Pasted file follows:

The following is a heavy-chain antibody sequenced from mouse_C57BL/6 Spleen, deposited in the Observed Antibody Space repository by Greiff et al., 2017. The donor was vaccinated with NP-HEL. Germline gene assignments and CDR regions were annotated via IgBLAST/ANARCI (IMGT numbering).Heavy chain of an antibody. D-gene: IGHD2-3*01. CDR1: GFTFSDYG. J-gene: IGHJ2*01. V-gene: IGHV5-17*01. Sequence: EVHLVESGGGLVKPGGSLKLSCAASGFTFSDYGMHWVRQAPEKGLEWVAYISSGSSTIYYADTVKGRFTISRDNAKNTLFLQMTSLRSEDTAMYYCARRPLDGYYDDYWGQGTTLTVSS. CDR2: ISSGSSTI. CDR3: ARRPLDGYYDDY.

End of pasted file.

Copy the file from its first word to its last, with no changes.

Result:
The following is a heavy-chain antibody sequenced from mouse_C57BL/6 Spleen, deposited in the Observed Antibody Space repository by Greiff et al., 2017. The donor was vaccinated with NP-HEL. Germline gene assignments and CDR regions were annotated via IgBLAST/ANARCI (IMGT numbering).Heavy chain of an antibody. D-gene: IGHD2-3*01. CDR1: GFTFSDYG. J-gene: IGHJ2*01. V-gene: IGHV5-17*01. Sequence: EVHLVESGGGLVKPGGSLKLSCAASGFTFSDYGMHWVRQAPEKGLEWVAYISSGSSTIYYADTVKGRFTISRDNAKNTLFLQMTSLRSEDTAMYYCARRPLDGYYDDYWGQGTTLTVSS. CDR2: ISSGSSTI. CDR3: ARRPLDGYYDDY.